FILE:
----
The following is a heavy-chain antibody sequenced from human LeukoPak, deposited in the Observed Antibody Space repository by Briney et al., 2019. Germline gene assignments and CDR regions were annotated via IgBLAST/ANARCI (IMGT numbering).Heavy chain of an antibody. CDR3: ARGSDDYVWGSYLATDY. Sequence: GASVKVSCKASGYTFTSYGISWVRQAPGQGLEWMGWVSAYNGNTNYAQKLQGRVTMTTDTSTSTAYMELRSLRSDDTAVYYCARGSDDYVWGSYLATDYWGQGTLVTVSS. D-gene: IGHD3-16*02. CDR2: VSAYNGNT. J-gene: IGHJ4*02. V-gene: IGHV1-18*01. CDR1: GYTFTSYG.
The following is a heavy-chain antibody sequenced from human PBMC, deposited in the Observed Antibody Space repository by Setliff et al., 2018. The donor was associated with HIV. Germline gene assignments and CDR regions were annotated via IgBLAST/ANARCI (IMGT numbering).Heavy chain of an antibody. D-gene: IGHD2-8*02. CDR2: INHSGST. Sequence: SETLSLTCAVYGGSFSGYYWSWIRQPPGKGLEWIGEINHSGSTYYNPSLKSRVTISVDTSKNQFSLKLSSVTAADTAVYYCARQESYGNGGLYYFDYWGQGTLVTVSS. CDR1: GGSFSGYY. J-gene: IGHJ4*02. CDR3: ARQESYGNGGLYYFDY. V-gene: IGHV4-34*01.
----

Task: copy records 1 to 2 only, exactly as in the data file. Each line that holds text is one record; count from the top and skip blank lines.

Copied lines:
The following is a heavy-chain antibody sequenced from human LeukoPak, deposited in the Observed Antibody Space repository by Briney et al., 2019. Germline gene assignments and CDR regions were annotated via IgBLAST/ANARCI (IMGT numbering).Heavy chain of an antibody. CDR3: ARGSDDYVWGSYLATDY. Sequence: GASVKVSCKASGYTFTSYGISWVRQAPGQGLEWMGWVSAYNGNTNYAQKLQGRVTMTTDTSTSTAYMELRSLRSDDTAVYYCARGSDDYVWGSYLATDYWGQGTLVTVSS. D-gene: IGHD3-16*02. CDR2: VSAYNGNT. J-gene: IGHJ4*02. V-gene: IGHV1-18*01. CDR1: GYTFTSYG.
The following is a heavy-chain antibody sequenced from human PBMC, deposited in the Observed Antibody Space repository by Setliff et al., 2018. The donor was associated with HIV. Germline gene assignments and CDR regions were annotated via IgBLAST/ANARCI (IMGT numbering).Heavy chain of an antibody. D-gene: IGHD2-8*02. CDR2: INHSGST. Sequence: SETLSLTCAVYGGSFSGYYWSWIRQPPGKGLEWIGEINHSGSTYYNPSLKSRVTISVDTSKNQFSLKLSSVTAADTAVYYCARQESYGNGGLYYFDYWGQGTLVTVSS. CDR1: GGSFSGYY. J-gene: IGHJ4*02. CDR3: ARQESYGNGGLYYFDY. V-gene: IGHV4-34*01.